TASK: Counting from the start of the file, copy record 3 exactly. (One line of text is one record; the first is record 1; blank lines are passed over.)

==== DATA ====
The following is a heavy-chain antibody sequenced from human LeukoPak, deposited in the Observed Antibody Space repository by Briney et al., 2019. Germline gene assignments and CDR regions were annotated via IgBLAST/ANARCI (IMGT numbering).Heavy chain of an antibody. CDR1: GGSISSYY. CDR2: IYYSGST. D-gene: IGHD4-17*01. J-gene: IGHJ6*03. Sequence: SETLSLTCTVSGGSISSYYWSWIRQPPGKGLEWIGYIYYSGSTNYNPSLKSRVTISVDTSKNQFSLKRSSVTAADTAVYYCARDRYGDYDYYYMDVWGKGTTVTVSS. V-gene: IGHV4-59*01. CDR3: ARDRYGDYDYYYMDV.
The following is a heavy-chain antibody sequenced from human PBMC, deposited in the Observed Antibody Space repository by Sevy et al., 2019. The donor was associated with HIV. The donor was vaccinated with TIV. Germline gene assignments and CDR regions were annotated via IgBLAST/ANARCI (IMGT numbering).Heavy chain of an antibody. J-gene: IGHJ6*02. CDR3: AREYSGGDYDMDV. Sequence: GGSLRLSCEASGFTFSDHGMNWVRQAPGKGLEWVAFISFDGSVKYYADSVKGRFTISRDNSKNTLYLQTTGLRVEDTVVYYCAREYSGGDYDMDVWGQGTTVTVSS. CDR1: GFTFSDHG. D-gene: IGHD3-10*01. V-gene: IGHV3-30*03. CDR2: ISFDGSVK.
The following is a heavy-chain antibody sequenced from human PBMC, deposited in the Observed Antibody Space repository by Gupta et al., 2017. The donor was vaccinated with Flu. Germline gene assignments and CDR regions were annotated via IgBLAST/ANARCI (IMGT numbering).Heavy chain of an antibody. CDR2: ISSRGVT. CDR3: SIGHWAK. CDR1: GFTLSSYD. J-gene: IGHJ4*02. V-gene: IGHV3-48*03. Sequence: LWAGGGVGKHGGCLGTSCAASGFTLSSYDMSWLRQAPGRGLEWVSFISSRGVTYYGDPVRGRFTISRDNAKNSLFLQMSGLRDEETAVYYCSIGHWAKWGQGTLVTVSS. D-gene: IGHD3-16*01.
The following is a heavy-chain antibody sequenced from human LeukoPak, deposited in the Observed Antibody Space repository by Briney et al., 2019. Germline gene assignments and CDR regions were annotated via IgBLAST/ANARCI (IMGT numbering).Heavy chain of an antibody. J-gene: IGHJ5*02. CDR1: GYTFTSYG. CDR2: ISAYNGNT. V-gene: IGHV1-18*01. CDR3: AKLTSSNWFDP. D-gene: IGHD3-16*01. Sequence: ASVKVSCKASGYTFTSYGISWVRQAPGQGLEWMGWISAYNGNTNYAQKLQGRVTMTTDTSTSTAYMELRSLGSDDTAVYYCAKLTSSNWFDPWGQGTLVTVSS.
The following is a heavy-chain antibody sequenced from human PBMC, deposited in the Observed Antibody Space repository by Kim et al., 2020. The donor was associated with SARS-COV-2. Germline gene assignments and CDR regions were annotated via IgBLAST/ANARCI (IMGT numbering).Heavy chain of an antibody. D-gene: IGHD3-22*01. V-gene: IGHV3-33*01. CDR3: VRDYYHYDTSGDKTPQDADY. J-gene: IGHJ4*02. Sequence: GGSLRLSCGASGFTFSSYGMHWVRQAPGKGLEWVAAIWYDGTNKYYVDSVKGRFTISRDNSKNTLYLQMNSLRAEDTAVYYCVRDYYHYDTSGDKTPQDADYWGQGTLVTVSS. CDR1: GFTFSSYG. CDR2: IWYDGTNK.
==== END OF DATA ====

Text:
The following is a heavy-chain antibody sequenced from human PBMC, deposited in the Observed Antibody Space repository by Gupta et al., 2017. The donor was vaccinated with Flu. Germline gene assignments and CDR regions were annotated via IgBLAST/ANARCI (IMGT numbering).Heavy chain of an antibody. CDR2: ISSRGVT. CDR3: SIGHWAK. CDR1: GFTLSSYD. J-gene: IGHJ4*02. V-gene: IGHV3-48*03. Sequence: LWAGGGVGKHGGCLGTSCAASGFTLSSYDMSWLRQAPGRGLEWVSFISSRGVTYYGDPVRGRFTISRDNAKNSLFLQMSGLRDEETAVYYCSIGHWAKWGQGTLVTVSS. D-gene: IGHD3-16*01.